Austin Chronicle - March 5, 1999 - Thinking Outside the Box
Thinking Outside the Box
By Marc Savlov, Fri., March 5, 1999
photograph by Kenny Braun
Back in 1988, while serving tenure at Austin's fabled Origin Systems, expat-Brit Chris Roberts created one of that company's flagship computer games, the wildly popular Wing Commander series, which posited a fierce interstellar battle between the Earth-based Confederation and a scheming race of feral aliens called the Kilrathi. The game caught on like wildfire and spawned four sequels, but whether you played it for the intense, interconnected storylines or for the fact that the action was loosely based on semi-specific historical events that took place in the pacific theatre during WWII, it was unlike any game before or since.
Associates of Roberts have said that the designer always had bigger things in mind for the series than simple PC gaming -- that those were his stepping stones to a much larger film career -- and Roberts himself doesn't deny it. So it wasn't surprising when the auteur left Origin three years back and created (alongside the already-established Austin wunderkind Robert Rodriguez) Digital Anvil, a clear and distinct entity founded on the idea of new directions in gaming, film, and multimedia. Set unobtrusively behind a brown Congress Avenue awning, Digital Anvil and its cadre of designers and digital effects techs that Roberts has assembled have wrapped the pre- and post-production on Roberts' first full foray into live-action feature filmmaking.
Wing Commander, the film, tells the space-opera-via-WWII tale of Christopher "Maverick" Blair (Freddie Prinze Jr.), a hotshot Confederation pilot who, along with buddies "Maniac" Marshall (Matthew Lillard) and Jeanette "Angel" Deveraux (Saffron Burrows), fight to save the universe from the Kilrathi and assorted duplicitous backstabbers (David Warner takes over for Malcolm McDowell as General Tolwyn -- clearly, this isn't Time After Time). With blazing cinematography from Thierry Arbogast (The Fifth Element, Leon) and many effects-heavy scenes, distributor 20th Century Fox and Roberts are betting they can open before George Lucas' Holy Grail -- The Phantom Menace, popularly known as the new Star Wars -- and satiate a growing public craving for intelligent sci-fi before Mace Windu arrives on the scene and kicks everyone off the playing field.
Roberts, in Los Angeles at a gaming convention, spoke with me recently while tearassing around on one of Los Angeles' nameless jogging trails. In between his panting breath and fractious cell-phone reception, we talked about the origin (no pun intended) of the Wing Commander series, making the leap to the big screen, and the small, Austin-based film that might end up being his next project.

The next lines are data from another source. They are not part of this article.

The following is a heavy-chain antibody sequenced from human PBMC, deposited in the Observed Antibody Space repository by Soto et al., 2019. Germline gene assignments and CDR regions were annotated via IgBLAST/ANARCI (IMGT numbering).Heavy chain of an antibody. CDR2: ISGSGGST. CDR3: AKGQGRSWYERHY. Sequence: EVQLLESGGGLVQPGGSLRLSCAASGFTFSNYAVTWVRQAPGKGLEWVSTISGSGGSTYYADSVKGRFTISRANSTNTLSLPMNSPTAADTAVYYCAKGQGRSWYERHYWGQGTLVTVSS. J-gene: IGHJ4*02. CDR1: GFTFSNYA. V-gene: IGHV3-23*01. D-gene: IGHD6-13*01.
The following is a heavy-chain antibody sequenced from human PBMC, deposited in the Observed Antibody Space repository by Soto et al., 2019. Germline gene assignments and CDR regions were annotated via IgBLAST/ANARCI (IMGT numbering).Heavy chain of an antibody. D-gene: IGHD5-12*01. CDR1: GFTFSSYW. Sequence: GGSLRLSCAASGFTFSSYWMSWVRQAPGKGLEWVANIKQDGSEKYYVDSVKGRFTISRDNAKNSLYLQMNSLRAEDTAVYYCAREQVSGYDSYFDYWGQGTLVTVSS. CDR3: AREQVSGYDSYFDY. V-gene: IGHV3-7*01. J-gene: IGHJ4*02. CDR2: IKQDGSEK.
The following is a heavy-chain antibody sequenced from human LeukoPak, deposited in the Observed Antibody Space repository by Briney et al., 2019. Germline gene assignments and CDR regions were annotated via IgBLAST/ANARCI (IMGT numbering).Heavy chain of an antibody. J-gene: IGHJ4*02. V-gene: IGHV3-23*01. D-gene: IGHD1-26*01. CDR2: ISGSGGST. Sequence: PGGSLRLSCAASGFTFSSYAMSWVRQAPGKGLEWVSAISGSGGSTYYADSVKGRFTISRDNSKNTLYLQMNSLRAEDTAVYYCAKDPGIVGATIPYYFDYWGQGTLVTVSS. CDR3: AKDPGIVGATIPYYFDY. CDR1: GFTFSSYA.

Austin Chronicle:How did Wing Commander the film come about? What led you down the path from the computer monitor to the big screen, which you've got to admit is a pretty big step?
Chris Roberts: I started the first game back in the end of '88, and it was published in September of 1990. I had always been a huge fan of movies and in all my games I had been trying to tell stories, cinematic stories, and so what I was trying to do with Wing Commander was to take a lot of the conventions of cinema -- character, narrative -- and then combine them with the first-person action of a game. The idea was that the story would give the action a complex meaning so that instead of the player just having a high score, the game would actually mean something to them and they'd be part of an ongoing odyssey of sorts. In the case of Wing Commander, you're sort of a young, hotshot fighter pilot straight out of the academy, locked in this war with an alien race called the Kilrathi.
AC:The games have always had the feel of WWII in outer space to me ...
CR: That would be because it's all loosely inspired by the war in the pacific theatre, with the Kilrathi filling in for the Japanese and the Confederation being the U.S. Navy.
After the success of the first game, things took off. Up to that point my games had been about things like sports and not so much about stories, and so it was a bit of a gamble. I think one of the things that people really responded to was the fact that there was a coherent storyline and characters that they could identify with. Based on the first one, we then began using things like cinematic cut scenes and presenting things in a more cinematic fashion. Knowing how well that worked, we could then push it to the next level, and so Wing Commander II sort of concentrated more on story and character development. That, of course, was a huge success, which led to Wing Commander III -- that was in '94. CD-ROMs were just coming up, and at that point, it seemed like a good chance to take that technology and use that to help in the storytelling. So Wing Commander III ended up being one of the first CD-ROM games, especially to use live action and actors to move the storytelling component along.
AC:Wasn't Wing Commander IV almost all live action? That was the one with Malcolm McDowell, right?
CR: Right. We actually shot the story component on film and did it out in Hollywood. During that time, I was kind of thinking this would all make a great film someday, so why not try and develop one? That was the point at which we began looking for writers -- eventually I commissioned Kevin Droney on the strength of some of his previous scripts. The script was finished in October of '95, and then after the release of Wing Commander IV (at the same time my four-year contract was up with Origin's parent company Electronic Arts), I decided it would kind of be nice to strike out by myself and have a smaller creative organization that I work with, and that, essentially, was the birth of Digital Anvil.
AC: So you were at Digital Anvil while setting up the film version?